After the Accession Agreement is signed, the Brazilian Congress will review it for approval; and
Finally, the President of the Republic will enact the Agreement and Brazil, from then on, will become a member of the OECD.
It is worth repeating that it is believed that Brazilian TP reform does not necessarily depend on Brazil becoming a member of the OECD. But this reform is essential for Brazil to become a member.
Therefore, the deadline for this change is slightly earlier than the deadline for becoming a member of the OECD, which is from two to five years, according to estimates released after the first meetings between government authorities and the OECD.
On March 14, the Minister of Foreign Affairs, Carlos França, publicly stated his estimate that the process for Brazil to join the OECD would take at least two years from that date.
França said: “We are moving at a fast pace to join the Organisation within a shorter period of time. It should take two years; I don’t believe we can complete the process before two years.”
Nevertheless, on March 28 the Minister of Finance, Paulo Guedes, went on an official visit to France and Spain to meet with investors and the General Secretary of the OECD, Mathias Cormann, among other authorities.
Guedes’ first official appointment was with the Director of the OECD’s Centre for Tax Policy and Administration, Pascal Saint-Amans, and the Deputy Director of the OECD’s Directorate of Financial and Corporate Affairs, Antônio Gomes.
In this meeting, Guedes discussed the reforms proposed by the Brazilian government to simplify the tax system and bring the country closer to OECD standards. On this occasion, the directors recognised the advances underway in Brazil and acknowledged the support of the Brazilian authorities in the TP project between the Brazilian tax authority (IRS) and the OECD.
Two weeks later, on April 14, another virtual and public event titled “A New Transfer Pricing System for Brazil – For Integration into Global Value Chains and Development” was held in Brazil. This included the Minister Paulo Guedes and the Director of the OECD Centre for Tax Policy and Administration Pascal Saint-Amans.
Other people attending included Melanie Hopkins, UK acting ambassador, British Embassy Brasilia; Julio Cesar Vieira Gomes, special-secretary of the Federal Revenue of Brazil; Sandro de Vargas Serpa, deputy special secretary of the Federal Revenue of Brazil; Claudia Pimentel, co-ordinator general for taxation, Secretariat of the Federal Revenue of Brazil; and Tomas Balco, senior tax adviser at the OECD Centre for Tax Policy and Administration.
During this meeting the presenters explained the key features of Brazil’s new TP system, including technical aspects, and provided updates on the status of the work and the next steps.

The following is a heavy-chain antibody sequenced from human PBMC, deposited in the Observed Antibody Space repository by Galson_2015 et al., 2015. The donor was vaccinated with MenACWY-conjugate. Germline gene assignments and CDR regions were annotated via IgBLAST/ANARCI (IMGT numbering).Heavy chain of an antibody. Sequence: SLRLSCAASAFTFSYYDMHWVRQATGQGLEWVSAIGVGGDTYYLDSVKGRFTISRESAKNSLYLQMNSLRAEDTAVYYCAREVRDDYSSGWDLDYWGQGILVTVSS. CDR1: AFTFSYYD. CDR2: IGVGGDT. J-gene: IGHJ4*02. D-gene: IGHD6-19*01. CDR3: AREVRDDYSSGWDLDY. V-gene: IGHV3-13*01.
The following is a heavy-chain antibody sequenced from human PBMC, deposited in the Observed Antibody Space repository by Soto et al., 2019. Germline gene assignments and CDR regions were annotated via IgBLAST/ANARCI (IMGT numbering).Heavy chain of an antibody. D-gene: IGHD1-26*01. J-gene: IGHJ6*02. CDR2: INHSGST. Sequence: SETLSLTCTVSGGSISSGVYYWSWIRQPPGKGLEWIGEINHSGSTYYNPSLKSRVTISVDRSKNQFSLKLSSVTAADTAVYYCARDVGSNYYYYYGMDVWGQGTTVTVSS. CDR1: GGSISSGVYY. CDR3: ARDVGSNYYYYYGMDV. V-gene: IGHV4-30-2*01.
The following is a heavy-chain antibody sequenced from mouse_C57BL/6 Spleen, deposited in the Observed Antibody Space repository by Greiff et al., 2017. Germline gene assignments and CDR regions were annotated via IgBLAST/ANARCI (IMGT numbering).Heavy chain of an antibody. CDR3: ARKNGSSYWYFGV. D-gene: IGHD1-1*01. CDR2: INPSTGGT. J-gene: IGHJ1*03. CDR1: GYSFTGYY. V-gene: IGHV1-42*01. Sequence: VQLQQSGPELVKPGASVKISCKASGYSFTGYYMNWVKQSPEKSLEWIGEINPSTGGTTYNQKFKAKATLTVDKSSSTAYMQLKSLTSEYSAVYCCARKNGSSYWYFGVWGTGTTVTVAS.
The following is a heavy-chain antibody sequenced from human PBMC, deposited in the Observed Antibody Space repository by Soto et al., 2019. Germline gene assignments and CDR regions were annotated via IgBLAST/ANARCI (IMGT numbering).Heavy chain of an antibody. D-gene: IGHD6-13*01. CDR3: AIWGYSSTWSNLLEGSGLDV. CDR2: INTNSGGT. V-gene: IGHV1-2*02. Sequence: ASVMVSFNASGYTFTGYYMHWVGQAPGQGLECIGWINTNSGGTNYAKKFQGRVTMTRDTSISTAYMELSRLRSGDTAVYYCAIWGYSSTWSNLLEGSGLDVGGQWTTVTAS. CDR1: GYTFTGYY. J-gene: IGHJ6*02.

The OECD assessment process will imply changes in local laws, regulations, policies, and practices.
The event could be described as a high-level meeting, during which the Brazil-OECD project team unveiled the key features of Brazil’s new TP system that clearly address the issues identified and support the fiscal and development objectives of Brazil.
In a final important remark during the event, Sandro Serpa affirmed that “this is a government project”, which will be discussed with the affected industry sectors and will be, in due course, submitted to all the stages required by the Brazilian National Congress.
The Transfer Pricing remodelling discussions has gained even more strength since the Foreign Tax Credit rules has grown in US, impacting substantially the cross-border transactions performed between Brazil and United States.
These new exigencies have speed up the Brazilian tax authorities’ movements and has included frequent previous discussions with civil society before them enact a draft of the Bill, which shall be concluded until July 2022.
It is believed that this movement towards the OECD will remain unchanged, whether the current government remains in office for the next four years or if another president is elected who has the same economic agenda.
Since 2020, the Financial Conduct Authority (FCA) has said that Libor, which is one of the main market indicators, will be wound down in 2022.
For several years Libor has been the most important benchmark rate in the global market of floating interest rates, used as a basis for various types of transactions such as fixed income, derivatives, and credit facilities, and there would be much to discuss about it.
However, this article will focus on the impacts of this decision on TP studies of Brazilian entities and the effects on their related companies abroad.